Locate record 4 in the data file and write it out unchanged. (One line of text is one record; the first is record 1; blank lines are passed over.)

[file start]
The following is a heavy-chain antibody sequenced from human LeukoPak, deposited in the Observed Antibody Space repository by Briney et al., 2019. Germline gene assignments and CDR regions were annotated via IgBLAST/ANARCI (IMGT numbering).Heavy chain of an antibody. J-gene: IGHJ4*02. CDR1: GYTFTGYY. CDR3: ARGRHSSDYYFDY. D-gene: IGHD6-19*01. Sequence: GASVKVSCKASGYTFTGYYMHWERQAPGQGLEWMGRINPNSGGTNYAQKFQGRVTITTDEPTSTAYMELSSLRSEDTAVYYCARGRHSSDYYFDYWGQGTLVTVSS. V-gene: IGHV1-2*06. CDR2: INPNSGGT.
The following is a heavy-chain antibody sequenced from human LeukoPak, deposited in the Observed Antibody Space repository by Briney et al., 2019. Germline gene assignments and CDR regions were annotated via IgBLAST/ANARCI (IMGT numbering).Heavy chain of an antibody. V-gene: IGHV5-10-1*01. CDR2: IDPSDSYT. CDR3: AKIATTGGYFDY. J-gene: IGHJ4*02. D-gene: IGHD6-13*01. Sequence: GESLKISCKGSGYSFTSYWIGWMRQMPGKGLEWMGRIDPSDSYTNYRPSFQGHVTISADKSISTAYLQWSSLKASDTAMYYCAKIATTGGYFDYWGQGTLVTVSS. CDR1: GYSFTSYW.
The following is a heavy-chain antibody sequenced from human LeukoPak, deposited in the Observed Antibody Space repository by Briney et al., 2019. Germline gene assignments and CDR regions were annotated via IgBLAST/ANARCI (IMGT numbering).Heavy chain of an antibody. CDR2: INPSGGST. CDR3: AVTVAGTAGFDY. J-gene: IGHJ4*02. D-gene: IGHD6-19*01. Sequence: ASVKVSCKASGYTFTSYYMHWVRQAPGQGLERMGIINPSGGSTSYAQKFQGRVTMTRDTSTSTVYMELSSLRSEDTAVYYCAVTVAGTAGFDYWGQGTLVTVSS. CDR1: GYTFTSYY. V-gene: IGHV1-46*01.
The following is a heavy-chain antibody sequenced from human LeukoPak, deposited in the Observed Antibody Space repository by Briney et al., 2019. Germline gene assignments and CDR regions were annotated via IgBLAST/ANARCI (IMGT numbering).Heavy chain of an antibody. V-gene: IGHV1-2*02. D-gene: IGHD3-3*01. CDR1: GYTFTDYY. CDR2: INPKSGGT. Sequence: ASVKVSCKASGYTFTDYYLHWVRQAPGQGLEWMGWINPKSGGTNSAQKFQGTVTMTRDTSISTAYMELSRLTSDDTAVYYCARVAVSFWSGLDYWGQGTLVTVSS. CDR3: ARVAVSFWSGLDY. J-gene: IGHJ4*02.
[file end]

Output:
The following is a heavy-chain antibody sequenced from human LeukoPak, deposited in the Observed Antibody Space repository by Briney et al., 2019. Germline gene assignments and CDR regions were annotated via IgBLAST/ANARCI (IMGT numbering).Heavy chain of an antibody. V-gene: IGHV1-2*02. D-gene: IGHD3-3*01. CDR1: GYTFTDYY. CDR2: INPKSGGT. Sequence: ASVKVSCKASGYTFTDYYLHWVRQAPGQGLEWMGWINPKSGGTNSAQKFQGTVTMTRDTSISTAYMELSRLTSDDTAVYYCARVAVSFWSGLDYWGQGTLVTVSS. CDR3: ARVAVSFWSGLDY. J-gene: IGHJ4*02.